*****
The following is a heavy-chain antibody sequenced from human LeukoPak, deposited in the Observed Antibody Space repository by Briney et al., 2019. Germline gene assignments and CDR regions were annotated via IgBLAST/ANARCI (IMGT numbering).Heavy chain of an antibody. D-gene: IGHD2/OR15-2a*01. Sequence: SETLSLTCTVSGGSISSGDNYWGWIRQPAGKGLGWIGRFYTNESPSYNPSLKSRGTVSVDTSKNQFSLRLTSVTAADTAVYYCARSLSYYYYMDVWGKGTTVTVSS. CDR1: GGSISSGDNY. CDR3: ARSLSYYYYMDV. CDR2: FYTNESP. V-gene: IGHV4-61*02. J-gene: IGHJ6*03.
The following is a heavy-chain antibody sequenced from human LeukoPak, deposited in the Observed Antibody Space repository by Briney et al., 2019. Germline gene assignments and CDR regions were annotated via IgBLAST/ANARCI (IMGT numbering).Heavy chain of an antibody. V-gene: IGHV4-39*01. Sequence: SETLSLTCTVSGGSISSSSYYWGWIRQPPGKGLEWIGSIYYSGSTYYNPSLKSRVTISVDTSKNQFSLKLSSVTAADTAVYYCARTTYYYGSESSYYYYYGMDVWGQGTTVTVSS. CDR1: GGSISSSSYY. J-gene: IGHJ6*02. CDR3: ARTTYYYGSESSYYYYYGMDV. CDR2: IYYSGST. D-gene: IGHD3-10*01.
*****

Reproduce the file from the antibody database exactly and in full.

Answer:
The following is a heavy-chain antibody sequenced from human LeukoPak, deposited in the Observed Antibody Space repository by Briney et al., 2019. Germline gene assignments and CDR regions were annotated via IgBLAST/ANARCI (IMGT numbering).Heavy chain of an antibody. D-gene: IGHD2/OR15-2a*01. Sequence: SETLSLTCTVSGGSISSGDNYWGWIRQPAGKGLGWIGRFYTNESPSYNPSLKSRGTVSVDTSKNQFSLRLTSVTAADTAVYYCARSLSYYYYMDVWGKGTTVTVSS. CDR1: GGSISSGDNY. CDR3: ARSLSYYYYMDV. CDR2: FYTNESP. V-gene: IGHV4-61*02. J-gene: IGHJ6*03.
The following is a heavy-chain antibody sequenced from human LeukoPak, deposited in the Observed Antibody Space repository by Briney et al., 2019. Germline gene assignments and CDR regions were annotated via IgBLAST/ANARCI (IMGT numbering).Heavy chain of an antibody. V-gene: IGHV4-39*01. Sequence: SETLSLTCTVSGGSISSSSYYWGWIRQPPGKGLEWIGSIYYSGSTYYNPSLKSRVTISVDTSKNQFSLKLSSVTAADTAVYYCARTTYYYGSESSYYYYYGMDVWGQGTTVTVSS. CDR1: GGSISSSSYY. J-gene: IGHJ6*02. CDR3: ARTTYYYGSESSYYYYYGMDV. CDR2: IYYSGST. D-gene: IGHD3-10*01.